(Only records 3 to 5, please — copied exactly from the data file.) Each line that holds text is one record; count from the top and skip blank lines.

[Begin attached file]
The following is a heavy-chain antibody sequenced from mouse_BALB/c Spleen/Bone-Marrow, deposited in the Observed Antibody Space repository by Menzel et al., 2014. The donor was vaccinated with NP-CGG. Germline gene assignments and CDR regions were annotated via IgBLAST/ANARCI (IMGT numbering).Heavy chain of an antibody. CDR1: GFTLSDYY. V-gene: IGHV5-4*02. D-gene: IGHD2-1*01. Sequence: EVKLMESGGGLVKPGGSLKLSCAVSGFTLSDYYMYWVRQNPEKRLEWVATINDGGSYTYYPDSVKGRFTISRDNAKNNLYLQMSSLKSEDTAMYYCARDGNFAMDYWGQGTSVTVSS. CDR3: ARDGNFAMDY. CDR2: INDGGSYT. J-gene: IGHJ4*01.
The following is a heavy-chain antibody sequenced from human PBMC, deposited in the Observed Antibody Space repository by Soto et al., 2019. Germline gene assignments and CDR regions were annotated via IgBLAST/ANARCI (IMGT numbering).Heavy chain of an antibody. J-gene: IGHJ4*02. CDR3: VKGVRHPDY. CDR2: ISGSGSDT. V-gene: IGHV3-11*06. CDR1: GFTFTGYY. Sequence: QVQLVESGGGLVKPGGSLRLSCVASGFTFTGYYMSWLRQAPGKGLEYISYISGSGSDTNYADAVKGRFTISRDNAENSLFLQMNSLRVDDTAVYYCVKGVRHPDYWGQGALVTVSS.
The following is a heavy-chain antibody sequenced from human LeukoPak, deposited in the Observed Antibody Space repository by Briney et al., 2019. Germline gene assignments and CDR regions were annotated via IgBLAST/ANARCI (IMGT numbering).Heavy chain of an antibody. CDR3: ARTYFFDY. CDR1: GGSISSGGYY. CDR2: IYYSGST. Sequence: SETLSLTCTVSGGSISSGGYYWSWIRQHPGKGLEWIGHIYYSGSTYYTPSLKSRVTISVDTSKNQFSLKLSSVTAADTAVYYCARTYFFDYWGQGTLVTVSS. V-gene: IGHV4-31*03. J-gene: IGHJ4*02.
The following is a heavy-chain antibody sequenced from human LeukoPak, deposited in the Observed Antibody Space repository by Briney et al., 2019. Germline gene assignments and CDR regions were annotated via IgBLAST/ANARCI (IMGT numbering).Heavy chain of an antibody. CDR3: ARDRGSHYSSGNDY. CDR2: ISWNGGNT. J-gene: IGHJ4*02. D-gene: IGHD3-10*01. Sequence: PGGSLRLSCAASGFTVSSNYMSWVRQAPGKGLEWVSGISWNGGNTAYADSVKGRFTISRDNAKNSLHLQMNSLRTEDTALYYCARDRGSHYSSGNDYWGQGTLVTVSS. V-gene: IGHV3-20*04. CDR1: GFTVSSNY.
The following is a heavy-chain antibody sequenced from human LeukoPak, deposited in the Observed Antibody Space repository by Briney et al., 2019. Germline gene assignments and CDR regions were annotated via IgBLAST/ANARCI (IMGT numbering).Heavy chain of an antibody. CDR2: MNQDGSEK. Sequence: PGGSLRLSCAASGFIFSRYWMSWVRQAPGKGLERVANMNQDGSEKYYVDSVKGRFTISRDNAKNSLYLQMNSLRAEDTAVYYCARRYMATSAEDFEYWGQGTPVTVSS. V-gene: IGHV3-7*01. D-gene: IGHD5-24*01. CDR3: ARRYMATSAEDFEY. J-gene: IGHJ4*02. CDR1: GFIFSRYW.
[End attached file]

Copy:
The following is a heavy-chain antibody sequenced from human LeukoPak, deposited in the Observed Antibody Space repository by Briney et al., 2019. Germline gene assignments and CDR regions were annotated via IgBLAST/ANARCI (IMGT numbering).Heavy chain of an antibody. CDR3: ARTYFFDY. CDR1: GGSISSGGYY. CDR2: IYYSGST. Sequence: SETLSLTCTVSGGSISSGGYYWSWIRQHPGKGLEWIGHIYYSGSTYYTPSLKSRVTISVDTSKNQFSLKLSSVTAADTAVYYCARTYFFDYWGQGTLVTVSS. V-gene: IGHV4-31*03. J-gene: IGHJ4*02.
The following is a heavy-chain antibody sequenced from human LeukoPak, deposited in the Observed Antibody Space repository by Briney et al., 2019. Germline gene assignments and CDR regions were annotated via IgBLAST/ANARCI (IMGT numbering).Heavy chain of an antibody. CDR3: ARDRGSHYSSGNDY. CDR2: ISWNGGNT. J-gene: IGHJ4*02. D-gene: IGHD3-10*01. Sequence: PGGSLRLSCAASGFTVSSNYMSWVRQAPGKGLEWVSGISWNGGNTAYADSVKGRFTISRDNAKNSLHLQMNSLRTEDTALYYCARDRGSHYSSGNDYWGQGTLVTVSS. V-gene: IGHV3-20*04. CDR1: GFTVSSNY.
The following is a heavy-chain antibody sequenced from human LeukoPak, deposited in the Observed Antibody Space repository by Briney et al., 2019. Germline gene assignments and CDR regions were annotated via IgBLAST/ANARCI (IMGT numbering).Heavy chain of an antibody. CDR2: MNQDGSEK. Sequence: PGGSLRLSCAASGFIFSRYWMSWVRQAPGKGLERVANMNQDGSEKYYVDSVKGRFTISRDNAKNSLYLQMNSLRAEDTAVYYCARRYMATSAEDFEYWGQGTPVTVSS. V-gene: IGHV3-7*01. D-gene: IGHD5-24*01. CDR3: ARRYMATSAEDFEY. J-gene: IGHJ4*02. CDR1: GFIFSRYW.